Almost a million children in the UK do not have a single book of their own at home, according to new research conducted by the National Literacy Trust.
Some 91.4% of children aged five to 18 who were surveyed said that they had a book of their own, meaning that 8.6% (one in 12) did not.
The study also found that twice as many children aged eight to 18 who received free school meals did not report owning a book (12.4%) compared with those who did not receive free school meals (5.8%).
The gap in book ownership between children who did receive free school meals and those who did not is at its largest in a decade. “Pressure on household budgets due to increasing food and energy prices has a direct impact on families’ ability to support reading at home,” states the report.
NLT research published earlier this year found that 36% of families who felt that they were struggling financially with increases in the cost of living said they were spending less on books for their children.
Book ownership was lower among the five to eight age bracket (80.8%) compared to the eight to 18 group (92.9%). The NLT said that lower book ownership among younger children is “concerning” because “foundational reading skills, behaviours and attitudes are often being established” at this age.
Girls reported own books at slightly higher rates than boys. In the five to eight age group, 83.7% of girls reported book ownership, compared to 77.5% of boys. This gap is the highest it has been for five years.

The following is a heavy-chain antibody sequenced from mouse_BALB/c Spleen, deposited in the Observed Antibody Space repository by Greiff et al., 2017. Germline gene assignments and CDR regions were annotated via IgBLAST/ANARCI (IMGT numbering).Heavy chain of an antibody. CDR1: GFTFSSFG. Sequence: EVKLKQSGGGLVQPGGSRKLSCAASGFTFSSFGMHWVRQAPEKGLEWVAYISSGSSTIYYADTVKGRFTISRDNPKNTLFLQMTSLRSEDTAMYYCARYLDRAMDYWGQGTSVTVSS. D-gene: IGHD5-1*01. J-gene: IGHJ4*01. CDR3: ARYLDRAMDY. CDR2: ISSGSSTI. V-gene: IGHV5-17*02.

London-based children aged eight to 18 owned books at a slightly higher rate than other regions, with 94.6% of children in Greater London reporting that they had a book of their own. The lowest ownership was reported in the north-west (91.2%) and the East Midlands (91.3%).
The report urged that support for book ownership be targeted at younger children and children from lower-income backgrounds, “allowing them the same opportunities as their peers to enjoy reading their own books at home”.
The NLT is also launching a Christmas fundraising campaign to give books to children. “Christmas is a time for family and sharing stories, so it is devastating to think almost a million children might not have books to read and enjoy with their loved ones this year,” said Jonathan Douglas, CEO of the NLT.
The NLT surveyed 71,351 children in two questionnaires distributed to schools. One survey was for the five to eight age bracket (Year 1 to Year 4, or Primary 2 to Primary 5 for Scotland) and the other was designed for the eight to 18 group (Year 4 to Year 13, or Primary 5 to Secondary 6 for Scotland). The surveys contained similar questions, but the survey for younger children was shorter and more pictorial. Teachers decided which of the surveys their Year 4 pupils completed.